Changes to Canada’s patent and industrial design laws enacted


On December 17, 2014, the Canadian government took initial steps to proceed with the enactment of significant amendments to Canada’s patent and industrial designs laws, as part of an omnibus budget bill. The actual implementation date for these changes has not been set. We will be monitoring the progress of these amendments and will advise as implementation time lines are ascertained.

Notable changes for patents include:

  • Convention priority can now be claimed for an application filed up to 14 months after the priority date. If the normal 12 month deadline is missed, the applicant may request an extension if the failure to meet the deadline was unintentional. One should ensure that evidence exists to support the unintentional nature of the missed deadline, since this aspect is subject to review by the Federal Court.
  • Reinstatement requirements for abandoned applications have been revised. At present, an abandoned application (for example, one which is abandoned for failure to respond to an office action) may be revived merely by requesting reinstatement and paying a fee (presently $200) within one year of the abandonment date. The new provisions will require an explanation of the reasons for the failure to take the required action. As well, the Commissioner must determine that the abandonment occurred despite the due care of the applicant. The Commissioner’s decision is subject to being overturned by a subsequent Federal Court order.
  • A patent cannot be declared invalid only by reason that the application was deemed to have been abandoned and was not reinstated. This could occur if the Patent Office overlooked a fee payment or other matter and issued a patent despite the missed deadline. However, this “saving” provision does not apply if the Federal Court makes an order as referred to above. This provision applies to applications filed after December 17, 2014.
  • A patent application may incorporate all or part of a previously-filed application by reference. A request for an incorporation by reference may be filed with the application or up to 6 months later. This could provide “fall-back” protection in the event that an application inadvertently omits content from a priority application.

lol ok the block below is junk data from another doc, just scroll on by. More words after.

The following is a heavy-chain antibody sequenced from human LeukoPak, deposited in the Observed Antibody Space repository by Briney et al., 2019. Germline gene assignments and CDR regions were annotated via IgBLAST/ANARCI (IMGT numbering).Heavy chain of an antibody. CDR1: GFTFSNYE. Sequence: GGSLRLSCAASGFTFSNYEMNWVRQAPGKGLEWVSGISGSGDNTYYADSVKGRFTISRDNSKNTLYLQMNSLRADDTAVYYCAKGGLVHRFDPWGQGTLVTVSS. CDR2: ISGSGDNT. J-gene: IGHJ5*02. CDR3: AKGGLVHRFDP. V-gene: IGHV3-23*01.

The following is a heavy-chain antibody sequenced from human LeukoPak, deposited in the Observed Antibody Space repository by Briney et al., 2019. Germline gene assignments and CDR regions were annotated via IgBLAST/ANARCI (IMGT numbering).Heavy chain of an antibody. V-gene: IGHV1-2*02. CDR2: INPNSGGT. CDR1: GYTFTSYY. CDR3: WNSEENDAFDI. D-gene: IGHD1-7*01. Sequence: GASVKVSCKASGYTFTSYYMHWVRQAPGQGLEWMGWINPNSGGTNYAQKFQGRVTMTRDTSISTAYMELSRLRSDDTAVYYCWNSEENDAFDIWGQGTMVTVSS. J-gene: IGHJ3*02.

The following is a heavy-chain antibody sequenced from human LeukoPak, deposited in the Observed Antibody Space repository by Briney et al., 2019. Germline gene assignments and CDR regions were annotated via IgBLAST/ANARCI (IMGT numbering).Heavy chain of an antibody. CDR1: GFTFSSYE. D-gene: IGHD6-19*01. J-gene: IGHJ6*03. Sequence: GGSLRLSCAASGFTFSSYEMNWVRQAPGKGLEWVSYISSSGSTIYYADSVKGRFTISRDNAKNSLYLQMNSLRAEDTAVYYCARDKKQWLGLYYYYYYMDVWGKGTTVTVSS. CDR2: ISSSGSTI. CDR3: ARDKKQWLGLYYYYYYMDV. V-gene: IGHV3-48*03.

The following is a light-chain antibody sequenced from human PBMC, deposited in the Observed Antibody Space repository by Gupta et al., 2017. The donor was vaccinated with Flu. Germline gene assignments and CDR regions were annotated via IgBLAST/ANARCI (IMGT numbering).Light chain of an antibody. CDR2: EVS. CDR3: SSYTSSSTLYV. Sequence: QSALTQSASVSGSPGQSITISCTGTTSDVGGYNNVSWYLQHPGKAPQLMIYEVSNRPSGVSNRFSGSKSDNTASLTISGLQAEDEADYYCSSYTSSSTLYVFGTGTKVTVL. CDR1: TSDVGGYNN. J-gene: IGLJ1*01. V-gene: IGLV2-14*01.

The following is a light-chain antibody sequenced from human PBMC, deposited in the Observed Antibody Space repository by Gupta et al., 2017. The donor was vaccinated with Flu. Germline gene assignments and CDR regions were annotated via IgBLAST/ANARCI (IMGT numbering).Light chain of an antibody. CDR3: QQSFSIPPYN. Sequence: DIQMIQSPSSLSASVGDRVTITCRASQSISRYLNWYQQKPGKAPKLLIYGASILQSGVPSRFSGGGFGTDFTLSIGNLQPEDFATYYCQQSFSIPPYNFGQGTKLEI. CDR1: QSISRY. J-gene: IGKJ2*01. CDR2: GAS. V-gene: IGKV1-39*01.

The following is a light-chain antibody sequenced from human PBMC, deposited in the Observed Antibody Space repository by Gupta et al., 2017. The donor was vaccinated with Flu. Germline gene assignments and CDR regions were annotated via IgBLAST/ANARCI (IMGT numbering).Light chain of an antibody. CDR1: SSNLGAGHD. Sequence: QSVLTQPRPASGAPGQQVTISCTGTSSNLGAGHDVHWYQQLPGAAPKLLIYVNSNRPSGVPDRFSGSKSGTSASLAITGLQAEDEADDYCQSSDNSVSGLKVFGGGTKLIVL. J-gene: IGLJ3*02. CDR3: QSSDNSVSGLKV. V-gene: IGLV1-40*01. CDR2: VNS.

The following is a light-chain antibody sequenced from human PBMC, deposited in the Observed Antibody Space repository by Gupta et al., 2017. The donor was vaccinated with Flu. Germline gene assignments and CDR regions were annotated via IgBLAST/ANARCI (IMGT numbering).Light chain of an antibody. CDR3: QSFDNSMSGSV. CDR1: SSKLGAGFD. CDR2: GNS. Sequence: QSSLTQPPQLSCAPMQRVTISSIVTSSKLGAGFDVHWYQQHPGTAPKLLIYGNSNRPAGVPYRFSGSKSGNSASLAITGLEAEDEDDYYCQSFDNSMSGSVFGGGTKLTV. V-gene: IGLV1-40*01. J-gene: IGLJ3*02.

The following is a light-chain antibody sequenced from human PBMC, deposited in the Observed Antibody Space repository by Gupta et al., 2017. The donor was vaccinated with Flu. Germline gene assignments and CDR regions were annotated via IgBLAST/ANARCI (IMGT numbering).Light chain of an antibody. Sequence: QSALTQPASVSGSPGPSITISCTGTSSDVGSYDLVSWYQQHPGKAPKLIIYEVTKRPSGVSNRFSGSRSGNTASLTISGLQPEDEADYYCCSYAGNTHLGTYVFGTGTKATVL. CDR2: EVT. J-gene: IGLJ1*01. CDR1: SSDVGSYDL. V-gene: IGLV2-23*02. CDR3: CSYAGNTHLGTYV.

• For certain official fees, if the prescribed fee is not paid by the deadline, the Office will send a notice imposing a two month deadline for the payment. The application will then go abandoned if the prescribed fee and a late fee are not paid by the end of the two month period.

Notable changes for industrial designs include:

  • The term of registration changes from 10 years after the registration date to the latter of 10 years from the registration date or 15 years from the filing date.
  • A design must be “novel” to be registered instead of “confounding” with a previously registered design. The 12 month grace period for prior disclosures by the applicant remains.
  • A design cannot be registered if its features are dictated solely by function or they consist of a method or principle of manufacture or construction.
  • Design applications may be published prior to registration. The timing of the publication date will be prescribed by regulations, which have not yet been enacted. However, publication must occur within 30 months of the filing date or the priority date, if applicable.

The amendments are included in the Budget Implementation Act II, which is an “omnibus” law intended to implement the Federal budget tabled February 11, 2014.

Many of the details of the new provisions will be implemented by regulations and are not specified in the Act. At this point, proposed regulations relating to the patent and design aspects have not been published. We will be monitoring the upcoming changes and will report further when these have been published.

For more information, please contact one of our professionals.

Authors: Adrian Zahl (former partner). Ridout & Maybee LLP also gratefully acknowledges the contribution of Michael Ionescu to this article.

This article is for information purposes only and does not constitute legal or professional advice.